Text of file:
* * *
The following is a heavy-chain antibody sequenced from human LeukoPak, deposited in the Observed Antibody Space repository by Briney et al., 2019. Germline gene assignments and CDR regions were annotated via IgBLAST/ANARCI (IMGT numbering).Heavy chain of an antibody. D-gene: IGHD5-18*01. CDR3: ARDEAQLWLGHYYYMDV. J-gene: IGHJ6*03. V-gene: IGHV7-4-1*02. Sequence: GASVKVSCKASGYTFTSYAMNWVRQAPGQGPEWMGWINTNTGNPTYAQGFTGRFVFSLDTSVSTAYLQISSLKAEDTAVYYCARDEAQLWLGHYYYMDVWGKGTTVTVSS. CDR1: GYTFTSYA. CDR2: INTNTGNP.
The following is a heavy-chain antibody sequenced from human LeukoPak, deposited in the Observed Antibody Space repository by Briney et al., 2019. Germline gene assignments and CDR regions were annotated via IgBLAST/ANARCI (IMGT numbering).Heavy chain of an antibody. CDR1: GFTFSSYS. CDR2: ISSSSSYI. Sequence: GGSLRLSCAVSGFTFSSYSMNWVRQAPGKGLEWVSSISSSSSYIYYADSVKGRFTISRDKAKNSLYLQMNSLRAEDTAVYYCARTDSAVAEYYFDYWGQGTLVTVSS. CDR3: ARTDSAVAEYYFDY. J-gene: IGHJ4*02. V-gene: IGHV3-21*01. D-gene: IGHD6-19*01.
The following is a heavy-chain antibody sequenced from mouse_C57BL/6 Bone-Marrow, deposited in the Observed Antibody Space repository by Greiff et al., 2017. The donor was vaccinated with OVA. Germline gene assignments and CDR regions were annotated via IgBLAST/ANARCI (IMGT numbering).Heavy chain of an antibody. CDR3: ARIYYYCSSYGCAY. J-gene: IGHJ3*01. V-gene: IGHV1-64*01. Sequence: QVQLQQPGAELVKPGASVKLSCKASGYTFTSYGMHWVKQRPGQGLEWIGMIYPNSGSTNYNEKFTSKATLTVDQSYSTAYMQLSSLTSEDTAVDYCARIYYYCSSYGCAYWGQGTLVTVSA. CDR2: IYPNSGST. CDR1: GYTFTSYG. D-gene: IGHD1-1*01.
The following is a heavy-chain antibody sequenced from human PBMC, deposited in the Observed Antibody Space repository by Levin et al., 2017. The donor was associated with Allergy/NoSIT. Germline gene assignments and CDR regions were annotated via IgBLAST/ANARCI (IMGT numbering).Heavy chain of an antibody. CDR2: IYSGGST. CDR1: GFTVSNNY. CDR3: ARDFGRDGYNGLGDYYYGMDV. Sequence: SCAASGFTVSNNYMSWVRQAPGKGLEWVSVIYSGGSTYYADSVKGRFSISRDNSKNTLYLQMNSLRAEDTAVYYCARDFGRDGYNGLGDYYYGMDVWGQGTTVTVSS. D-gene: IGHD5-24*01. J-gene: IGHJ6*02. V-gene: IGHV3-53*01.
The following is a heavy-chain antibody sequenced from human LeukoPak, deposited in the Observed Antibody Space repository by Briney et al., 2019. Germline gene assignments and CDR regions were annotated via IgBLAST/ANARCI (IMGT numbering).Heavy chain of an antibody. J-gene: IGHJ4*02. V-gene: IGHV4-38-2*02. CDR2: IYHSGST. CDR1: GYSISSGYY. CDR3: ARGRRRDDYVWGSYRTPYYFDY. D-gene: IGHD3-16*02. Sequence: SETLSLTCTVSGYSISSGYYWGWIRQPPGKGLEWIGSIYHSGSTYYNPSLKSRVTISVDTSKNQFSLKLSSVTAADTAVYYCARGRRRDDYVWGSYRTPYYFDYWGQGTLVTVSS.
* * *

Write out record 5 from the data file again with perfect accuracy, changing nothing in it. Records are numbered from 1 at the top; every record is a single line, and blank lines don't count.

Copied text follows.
The following is a heavy-chain antibody sequenced from human LeukoPak, deposited in the Observed Antibody Space repository by Briney et al., 2019. Germline gene assignments and CDR regions were annotated via IgBLAST/ANARCI (IMGT numbering).Heavy chain of an antibody. J-gene: IGHJ4*02. V-gene: IGHV4-38-2*02. CDR2: IYHSGST. CDR1: GYSISSGYY. CDR3: ARGRRRDDYVWGSYRTPYYFDY. D-gene: IGHD3-16*02. Sequence: SETLSLTCTVSGYSISSGYYWGWIRQPPGKGLEWIGSIYHSGSTYYNPSLKSRVTISVDTSKNQFSLKLSSVTAADTAVYYCARGRRRDDYVWGSYRTPYYFDYWGQGTLVTVSS.